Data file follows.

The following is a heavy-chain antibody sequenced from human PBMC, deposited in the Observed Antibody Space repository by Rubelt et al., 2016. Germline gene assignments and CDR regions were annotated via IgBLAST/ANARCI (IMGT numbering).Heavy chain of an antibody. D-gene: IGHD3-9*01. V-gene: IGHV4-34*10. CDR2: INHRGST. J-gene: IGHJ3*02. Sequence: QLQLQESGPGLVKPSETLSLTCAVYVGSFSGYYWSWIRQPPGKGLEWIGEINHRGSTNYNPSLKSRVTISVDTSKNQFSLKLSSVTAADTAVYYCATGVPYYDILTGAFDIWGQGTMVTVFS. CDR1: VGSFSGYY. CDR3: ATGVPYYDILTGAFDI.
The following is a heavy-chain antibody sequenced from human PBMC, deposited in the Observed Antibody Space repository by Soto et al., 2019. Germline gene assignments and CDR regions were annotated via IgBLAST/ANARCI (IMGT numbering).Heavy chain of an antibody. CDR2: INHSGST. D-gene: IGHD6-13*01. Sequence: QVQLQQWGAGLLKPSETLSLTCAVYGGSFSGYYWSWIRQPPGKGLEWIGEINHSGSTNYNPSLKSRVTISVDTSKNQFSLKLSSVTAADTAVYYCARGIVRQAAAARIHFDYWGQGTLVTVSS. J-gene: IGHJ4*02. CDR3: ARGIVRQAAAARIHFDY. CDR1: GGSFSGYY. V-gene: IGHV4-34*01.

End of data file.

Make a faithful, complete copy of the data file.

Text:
The following is a heavy-chain antibody sequenced from human PBMC, deposited in the Observed Antibody Space repository by Rubelt et al., 2016. Germline gene assignments and CDR regions were annotated via IgBLAST/ANARCI (IMGT numbering).Heavy chain of an antibody. D-gene: IGHD3-9*01. V-gene: IGHV4-34*10. CDR2: INHRGST. J-gene: IGHJ3*02. Sequence: QLQLQESGPGLVKPSETLSLTCAVYVGSFSGYYWSWIRQPPGKGLEWIGEINHRGSTNYNPSLKSRVTISVDTSKNQFSLKLSSVTAADTAVYYCATGVPYYDILTGAFDIWGQGTMVTVFS. CDR1: VGSFSGYY. CDR3: ATGVPYYDILTGAFDI.
The following is a heavy-chain antibody sequenced from human PBMC, deposited in the Observed Antibody Space repository by Soto et al., 2019. Germline gene assignments and CDR regions were annotated via IgBLAST/ANARCI (IMGT numbering).Heavy chain of an antibody. CDR2: INHSGST. D-gene: IGHD6-13*01. Sequence: QVQLQQWGAGLLKPSETLSLTCAVYGGSFSGYYWSWIRQPPGKGLEWIGEINHSGSTNYNPSLKSRVTISVDTSKNQFSLKLSSVTAADTAVYYCARGIVRQAAAARIHFDYWGQGTLVTVSS. J-gene: IGHJ4*02. CDR3: ARGIVRQAAAARIHFDY. CDR1: GGSFSGYY. V-gene: IGHV4-34*01.